David J. Phillip, Associated Press
NEW ORLEANS — Boos rained down from a corner of the Superdome dominated by purple-and-gold clad fans as LSU quarterback Jordan Jefferson trotted onto the field for a crucial third-quarter drive.
One more victory in the final game of his career could have made Jefferson the toast of Baton Rouge and completed a stirring story of personal vindication after an early season defined by trouble with the law and a four-game suspension.
Instead, his most memorable play was an unfathomable interception in a 21-0 loss to Alabama (12-1) in Monday night's BCS title game, marking the first time LSU (13-1) had been held scoreless since the Tide did it to them in 2002.
"It feels like a nightmare, but it's a learning experience," Jefferson said. "I'm facing reality. LSU finished second today. We all have to take the situation and learn from it, but still in all we still had a great season. I had a pretty good career at LSU. This last game really was something we wanted to win but we fell short.
"Everybody on this team is going to learn from it and I'm quite sure LSU will get back to the national championship once again."
There will be a lot to learn for the teammates Jefferson leaves behind.
LSU's offense was even more inept than it had been in 9-6 overtime victory in Tuscaloosa. Every first down — all five of them — seemed like an epic struggle. Series after series ended with Jefferson taking a frustrated walk to the sidelined while punter Brad Wing trotted past in the other direction to send the ball back to the Crimson Tide.
LSU was outgained 384-92. The Tigers' running game, which consists in part of Jefferson's option runs, managed a meager 39 yards.
The quarterback had to try to beat Bama with his arm, but struggled to find open receivers down field.
"I was seeing everything clearly. Making decisions wasn't an issue," Jefferson said. "We just didn't get it done on offense. Some defenses have your number and Alabama had our number."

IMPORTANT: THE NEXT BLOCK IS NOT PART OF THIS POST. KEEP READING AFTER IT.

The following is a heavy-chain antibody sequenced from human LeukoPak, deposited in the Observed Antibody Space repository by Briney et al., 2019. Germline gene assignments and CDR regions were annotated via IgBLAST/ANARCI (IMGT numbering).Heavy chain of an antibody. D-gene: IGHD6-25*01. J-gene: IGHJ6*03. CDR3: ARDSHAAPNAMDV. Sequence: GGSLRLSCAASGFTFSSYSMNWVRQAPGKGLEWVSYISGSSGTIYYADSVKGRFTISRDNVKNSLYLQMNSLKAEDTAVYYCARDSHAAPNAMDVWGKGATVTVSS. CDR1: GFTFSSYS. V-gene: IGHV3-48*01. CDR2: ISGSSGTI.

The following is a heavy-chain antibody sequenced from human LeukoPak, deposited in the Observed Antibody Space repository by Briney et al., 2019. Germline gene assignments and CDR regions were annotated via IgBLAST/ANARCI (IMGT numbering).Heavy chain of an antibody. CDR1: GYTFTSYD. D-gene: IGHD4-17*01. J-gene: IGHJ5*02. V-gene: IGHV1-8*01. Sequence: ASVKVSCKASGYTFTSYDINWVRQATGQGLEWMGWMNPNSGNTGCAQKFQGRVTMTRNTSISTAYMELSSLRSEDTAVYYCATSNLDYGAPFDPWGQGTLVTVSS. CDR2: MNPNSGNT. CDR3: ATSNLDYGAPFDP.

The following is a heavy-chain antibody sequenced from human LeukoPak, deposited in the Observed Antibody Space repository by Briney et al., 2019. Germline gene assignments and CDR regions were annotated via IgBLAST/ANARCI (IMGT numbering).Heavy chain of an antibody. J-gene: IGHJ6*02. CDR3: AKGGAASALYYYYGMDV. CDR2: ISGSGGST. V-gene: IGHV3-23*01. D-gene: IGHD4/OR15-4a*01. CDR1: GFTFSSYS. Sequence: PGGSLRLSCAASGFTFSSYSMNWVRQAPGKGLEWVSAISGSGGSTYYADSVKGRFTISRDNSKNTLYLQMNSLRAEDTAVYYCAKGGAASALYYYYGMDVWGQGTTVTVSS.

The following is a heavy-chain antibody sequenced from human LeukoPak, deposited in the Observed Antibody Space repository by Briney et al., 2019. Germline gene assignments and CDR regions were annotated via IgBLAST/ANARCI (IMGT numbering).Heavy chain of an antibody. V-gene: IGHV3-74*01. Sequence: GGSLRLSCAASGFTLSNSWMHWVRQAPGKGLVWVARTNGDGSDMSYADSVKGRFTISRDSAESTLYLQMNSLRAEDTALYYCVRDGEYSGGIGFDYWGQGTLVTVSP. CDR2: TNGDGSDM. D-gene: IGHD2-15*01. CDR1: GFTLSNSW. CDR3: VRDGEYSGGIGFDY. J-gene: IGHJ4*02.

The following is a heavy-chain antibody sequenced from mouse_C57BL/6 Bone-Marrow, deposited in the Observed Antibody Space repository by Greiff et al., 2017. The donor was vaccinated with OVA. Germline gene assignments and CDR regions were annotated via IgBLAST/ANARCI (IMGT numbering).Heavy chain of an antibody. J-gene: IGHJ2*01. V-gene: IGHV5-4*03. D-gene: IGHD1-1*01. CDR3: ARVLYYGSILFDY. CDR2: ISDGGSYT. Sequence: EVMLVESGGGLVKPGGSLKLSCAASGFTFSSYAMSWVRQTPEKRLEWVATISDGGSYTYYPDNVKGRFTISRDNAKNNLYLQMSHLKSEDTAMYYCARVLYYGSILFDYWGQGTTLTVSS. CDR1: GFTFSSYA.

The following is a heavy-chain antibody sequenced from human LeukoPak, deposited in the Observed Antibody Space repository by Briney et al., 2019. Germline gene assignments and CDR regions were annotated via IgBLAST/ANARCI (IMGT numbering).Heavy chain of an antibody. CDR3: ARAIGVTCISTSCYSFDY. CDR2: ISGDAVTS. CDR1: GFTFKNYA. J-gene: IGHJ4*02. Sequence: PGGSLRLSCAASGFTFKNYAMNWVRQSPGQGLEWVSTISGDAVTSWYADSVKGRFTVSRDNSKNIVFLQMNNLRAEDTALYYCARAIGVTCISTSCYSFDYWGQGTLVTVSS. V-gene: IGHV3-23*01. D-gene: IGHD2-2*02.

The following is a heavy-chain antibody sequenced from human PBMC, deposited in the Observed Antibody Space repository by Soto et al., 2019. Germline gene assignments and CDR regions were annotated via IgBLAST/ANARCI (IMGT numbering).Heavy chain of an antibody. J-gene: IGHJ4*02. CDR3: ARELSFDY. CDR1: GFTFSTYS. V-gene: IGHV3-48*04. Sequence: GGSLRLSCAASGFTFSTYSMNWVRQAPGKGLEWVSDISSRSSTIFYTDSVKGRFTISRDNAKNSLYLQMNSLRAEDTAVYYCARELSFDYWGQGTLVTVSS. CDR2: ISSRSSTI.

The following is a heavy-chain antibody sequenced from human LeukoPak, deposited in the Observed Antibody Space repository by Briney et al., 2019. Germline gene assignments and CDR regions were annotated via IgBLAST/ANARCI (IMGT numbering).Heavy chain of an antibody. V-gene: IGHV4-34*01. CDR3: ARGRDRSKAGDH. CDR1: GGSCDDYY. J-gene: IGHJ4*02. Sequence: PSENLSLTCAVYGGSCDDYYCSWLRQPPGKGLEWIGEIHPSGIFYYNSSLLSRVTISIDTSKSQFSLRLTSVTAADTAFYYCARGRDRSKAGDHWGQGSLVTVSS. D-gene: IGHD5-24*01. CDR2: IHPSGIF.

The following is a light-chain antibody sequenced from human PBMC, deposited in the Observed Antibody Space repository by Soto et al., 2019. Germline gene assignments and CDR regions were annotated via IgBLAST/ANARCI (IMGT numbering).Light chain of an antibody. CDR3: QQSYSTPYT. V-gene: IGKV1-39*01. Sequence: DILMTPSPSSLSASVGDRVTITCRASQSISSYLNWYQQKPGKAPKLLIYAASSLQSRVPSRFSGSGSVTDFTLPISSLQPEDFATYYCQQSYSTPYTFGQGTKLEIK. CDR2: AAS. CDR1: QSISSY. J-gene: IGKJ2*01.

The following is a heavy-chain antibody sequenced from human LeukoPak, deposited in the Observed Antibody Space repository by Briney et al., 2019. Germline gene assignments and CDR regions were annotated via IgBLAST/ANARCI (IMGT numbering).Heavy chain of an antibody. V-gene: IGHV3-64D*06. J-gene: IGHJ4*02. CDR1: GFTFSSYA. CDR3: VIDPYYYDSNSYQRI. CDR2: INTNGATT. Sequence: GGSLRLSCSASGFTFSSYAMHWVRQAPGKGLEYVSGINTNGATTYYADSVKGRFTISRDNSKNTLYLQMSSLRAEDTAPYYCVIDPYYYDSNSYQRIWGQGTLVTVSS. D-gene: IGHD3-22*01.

Jefferson finished 11 of 17 for 53 yards and one interception that could have been far more costly than it was. Yet the play seemed to symbolize Jefferson's night.
Unable to find a receiver, he began to scramble, then changed his mind, flipping the ball forward toward Spencer Ware just as the running back had turned to block. There might have been room to run if Jefferson had kept the ball tucked away and followed Ware. Instead, the ball floated right over the head of the unsuspecting Ware and into the waiting arms of linebacker C.J. Mosley. Jefferson immediately made the tackle, which left Mosley injured and also gave the Tide the ball on the LSU 27-yard line.
Only a missed field goal try prevented even more damage. But that only allowed LSU to maintain a slim chance of a comeback — which was gone once Jefferson was sacked and fumbled on a critical fourth-and-long with a little over 6 minutes left and the Tide leading 15-0.
"It's hard making those plays when you don't have the protection up front," receiver Rueben Randle said. "They brought a lot of blitzes. We didn't pick it up and make the reads we needed to make. When we do that, our offense really can't get rolling. ... I don't think it would have mattered who was back there."
After that play, while the crimson colored sections of the stands went wild, the fans who had booed Jefferson quietly began to file out and many more were following after Trent Richardson's 34-yard touchdown run a few plays later.
Jefferson was suspended because of his alleged involvement in a bar fight in late August. He was initially arrested on a charge of second-degree battery and suspended a little more than a week before the season was set to begin.
He was reinstated when a grand jury reduced the charge to a misdemeanor, but did not start until the 10th game of the season.
He continued to struggle intermittently, but with LSU winning the Southeastern Conference title behind a dominant defense and running game, Jefferson was never forced to beat anyone throwing.
When LSU was 13-0 and ranked No. 1, Jefferson's 684 yards passing and six touchdowns looked more like the product of efficient and fittingly conservative quarterback play on a team that did not really need to throw much to win.
But when LSU's running game got bogged down in the biggest test of the season, there was no answer in the passing game.
"He's been through a lot," Randle said. "You've got to give it to him. He kept pushing. He came back off the suspension and led us to the national championship (game). We just weren't quite as good as we needed to be to win this game."
Jefferson finished his career 24-8 as a starter, seven wins short of Tommy Hodson's LSU-high 31.
He had said just days earlier that if the Tigers beat Alabama on Monday, that his team would have to be considered the greatest ever fielded by LSU.
Instead, the Tigers' pursuit of perfection ended in a shutout.
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